the negotiator, they said to him,
"So, the Europeans can stay?"

And he went, "Well, we said that in
Brussels, but we can just change it,

"we don't have to abide by it."

So, I think what happened on the
night was, I went,

"Soon-to-be-deported Eastern
European workers,"

and somebody went,
"Ah, yeah," and other people went,

"No, Theresa May said
they could stay."


And then someone else went,
"No, David Davis has said it's..."

And in that moment, the laugh had
gone, really.

Because if you think about it...

..laughter's a very instinctive
thing, isn't it?

You just laugh. You don't sort of
canvass opinion about people

around you and then decide...

So, it doesn't work, that joke, but
what I'm saying is, it's not my...

It's not my fault.

It's because there's

We don't know what the Government
position is, so it's...

You can't write a joke in relation
to it when it's not clear...

Do you see what I'm saying? What I'm
saying is, there's not...

It's not my... There's not enough...

The problem is, at the moment,

there's not enough clarity in the
negotiating position

for that joke to work.

Do you know, I dread to think how
this is affecting people

in other lines of work, because...

You know, I mean, I'm...
I'm trying to...

I'm just trying to get a joke that
would get me from Amazon

to charity shops, and the lack of
clarity in the Brussels negotiations

means it's... You know,

what if you're trying to order staff
or supplies? It's just...

I'm not trying to make this all
about me.

I'm saying it's a bigger...

You know, whatever your politics,
you've got to admit it,

it's a difficult...

I mean, I don't know if there's
enough trained negotiators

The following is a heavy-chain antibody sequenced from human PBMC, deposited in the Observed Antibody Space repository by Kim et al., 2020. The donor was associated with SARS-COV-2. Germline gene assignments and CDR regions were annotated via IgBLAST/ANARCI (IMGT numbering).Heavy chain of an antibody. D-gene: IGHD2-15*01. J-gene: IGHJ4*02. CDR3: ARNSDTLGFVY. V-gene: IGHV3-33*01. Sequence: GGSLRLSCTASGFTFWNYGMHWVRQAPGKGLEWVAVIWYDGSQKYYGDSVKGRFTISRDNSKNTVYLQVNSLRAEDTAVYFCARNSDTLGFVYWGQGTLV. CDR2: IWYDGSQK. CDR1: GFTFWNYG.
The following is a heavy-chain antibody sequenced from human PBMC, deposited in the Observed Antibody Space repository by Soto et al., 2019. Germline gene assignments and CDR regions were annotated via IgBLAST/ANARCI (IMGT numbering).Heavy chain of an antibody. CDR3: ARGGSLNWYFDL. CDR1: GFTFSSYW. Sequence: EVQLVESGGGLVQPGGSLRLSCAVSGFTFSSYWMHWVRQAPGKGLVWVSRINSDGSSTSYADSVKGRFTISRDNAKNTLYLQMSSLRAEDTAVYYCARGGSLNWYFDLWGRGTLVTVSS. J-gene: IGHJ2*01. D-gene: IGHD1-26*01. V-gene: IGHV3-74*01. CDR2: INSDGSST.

in this country for vast swathes of
this show to ever be funny again,

to be honest.

But, anyway, what I'm saying is,
it's... It used to be a big...

..uh, laugh there, but the, the...

..the circumstances haven't so much
changed as they've just

become unclear, so it's very
difficult to know whether to cut it

or rewrite it, because you could
change it, couldn't you?

And then the next thing you know...


Who even goes shopping now?

Yeah, see, that feels weird now.

Cos that's... That's supposed to
come off the back of,

"Blah-blah-blah, Amazon - who even
goes shopping now?"

Who even goes shopping now?

Even the...

Ugh, come on!


Yes, we can hear one person clapping
on their own.

You know, that's the terrible thing,
I've got hearing...

I've got hearing aids now, the last
couple of years.

So, in the silence, I can hear one
man clapping,

and sort of encouraging,

"Go on!"

People up there,
the friends of the theatre,

I can hear them going, "He doesn't
seem to be able to do stand-up".

I can, I...

I'm very good at it!

I can do what you think stand-up is,
this is what you like, isn't it?

CHIRPILY: "Who even goes shopping

"Who goes shopping now?! Ooh!"

"I don't, do you? No, ooh!"

That's what you like, innit?

Who even goes shopping now?

You know...

Even the charity shops are doing
home deliveries, aren't they?

"No." They fuck...!

They fucking are! If I say...

"Who even goes shopping?

"Even the charity shops are doing

"They're not." "They are! So..."

They are!

So, if you ever fancy getting 100
copies of the last

Rufus Hound Live stand-up DVD...

..for a pound, 1p each, yeah, you
don't even have to leave the house.

Why? Because the charity shops are
doing home deliveries.

"They're not, mate, it's not
cost effective!"

They are!

They've got kids on bikes...

They've got drones doing it.

If you...


The charity shops are doing home

"They're not!" They are.

So, if you ever fancy getting 100
copies of the same Alan Carr Live

DVD for a pound...

"1p each?!" Yeah!

GASPING: You don't even have
to leave the house...

"Why?" The charity shops are doing

You know what?

Forget it. Forget the fuck...

I'm going to do this routine.

I'm on high blood pressure
medication. It's not...

It's not safe for me to perform this
routine with the level of commitment